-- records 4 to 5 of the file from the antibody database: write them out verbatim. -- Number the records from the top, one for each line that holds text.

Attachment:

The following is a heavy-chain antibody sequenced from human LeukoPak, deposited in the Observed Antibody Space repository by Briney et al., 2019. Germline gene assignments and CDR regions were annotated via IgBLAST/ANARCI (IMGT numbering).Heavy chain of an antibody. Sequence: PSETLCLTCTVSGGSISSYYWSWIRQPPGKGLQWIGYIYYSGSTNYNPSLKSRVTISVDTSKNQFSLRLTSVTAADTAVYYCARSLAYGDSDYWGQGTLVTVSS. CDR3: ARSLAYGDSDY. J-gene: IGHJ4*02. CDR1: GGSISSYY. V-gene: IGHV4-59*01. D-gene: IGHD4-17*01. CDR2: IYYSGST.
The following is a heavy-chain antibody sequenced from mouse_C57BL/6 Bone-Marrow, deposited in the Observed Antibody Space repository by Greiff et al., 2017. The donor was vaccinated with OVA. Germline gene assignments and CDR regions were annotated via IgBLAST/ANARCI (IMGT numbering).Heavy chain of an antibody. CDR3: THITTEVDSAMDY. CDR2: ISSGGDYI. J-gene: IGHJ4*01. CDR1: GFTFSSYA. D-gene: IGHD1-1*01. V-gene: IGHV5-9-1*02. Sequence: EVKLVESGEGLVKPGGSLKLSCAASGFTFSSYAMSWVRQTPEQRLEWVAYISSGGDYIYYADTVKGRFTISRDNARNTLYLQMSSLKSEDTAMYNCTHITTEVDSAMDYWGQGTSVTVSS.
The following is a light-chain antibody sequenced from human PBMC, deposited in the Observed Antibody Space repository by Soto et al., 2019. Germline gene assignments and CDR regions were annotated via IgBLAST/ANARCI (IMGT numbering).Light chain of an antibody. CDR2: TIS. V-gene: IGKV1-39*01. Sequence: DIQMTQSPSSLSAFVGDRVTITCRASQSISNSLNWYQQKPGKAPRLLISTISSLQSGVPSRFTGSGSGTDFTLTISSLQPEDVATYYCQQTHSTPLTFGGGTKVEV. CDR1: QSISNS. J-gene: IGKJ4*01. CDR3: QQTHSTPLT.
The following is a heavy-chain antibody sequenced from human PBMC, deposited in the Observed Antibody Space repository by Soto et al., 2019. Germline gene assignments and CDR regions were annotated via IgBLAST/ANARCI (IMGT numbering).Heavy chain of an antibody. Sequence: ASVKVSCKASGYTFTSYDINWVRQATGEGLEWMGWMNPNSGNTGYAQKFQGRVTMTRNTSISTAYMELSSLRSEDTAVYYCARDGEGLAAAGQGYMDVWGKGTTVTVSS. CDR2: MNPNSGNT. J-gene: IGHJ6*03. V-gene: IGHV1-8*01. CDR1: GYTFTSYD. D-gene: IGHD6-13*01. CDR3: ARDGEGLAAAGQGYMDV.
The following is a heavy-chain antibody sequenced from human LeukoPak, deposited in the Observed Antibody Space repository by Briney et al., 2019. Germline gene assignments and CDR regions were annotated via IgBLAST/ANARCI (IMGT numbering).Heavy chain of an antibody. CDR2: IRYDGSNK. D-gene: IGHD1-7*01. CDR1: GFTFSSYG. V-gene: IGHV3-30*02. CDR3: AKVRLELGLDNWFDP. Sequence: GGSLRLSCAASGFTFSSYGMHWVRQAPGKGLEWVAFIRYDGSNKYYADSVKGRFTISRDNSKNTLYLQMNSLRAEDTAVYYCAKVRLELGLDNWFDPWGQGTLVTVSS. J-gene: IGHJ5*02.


The following is a heavy-chain antibody sequenced from human PBMC, deposited in the Observed Antibody Space repository by Soto et al., 2019. Germline gene assignments and CDR regions were annotated via IgBLAST/ANARCI (IMGT numbering).Heavy chain of an antibody. Sequence: ASVKVSCKASGYTFTSYDINWVRQATGEGLEWMGWMNPNSGNTGYAQKFQGRVTMTRNTSISTAYMELSSLRSEDTAVYYCARDGEGLAAAGQGYMDVWGKGTTVTVSS. CDR2: MNPNSGNT. J-gene: IGHJ6*03. V-gene: IGHV1-8*01. CDR1: GYTFTSYD. D-gene: IGHD6-13*01. CDR3: ARDGEGLAAAGQGYMDV.
The following is a heavy-chain antibody sequenced from human LeukoPak, deposited in the Observed Antibody Space repository by Briney et al., 2019. Germline gene assignments and CDR regions were annotated via IgBLAST/ANARCI (IMGT numbering).Heavy chain of an antibody. CDR2: IRYDGSNK. D-gene: IGHD1-7*01. CDR1: GFTFSSYG. V-gene: IGHV3-30*02. CDR3: AKVRLELGLDNWFDP. Sequence: GGSLRLSCAASGFTFSSYGMHWVRQAPGKGLEWVAFIRYDGSNKYYADSVKGRFTISRDNSKNTLYLQMNSLRAEDTAVYYCAKVRLELGLDNWFDPWGQGTLVTVSS. J-gene: IGHJ5*02.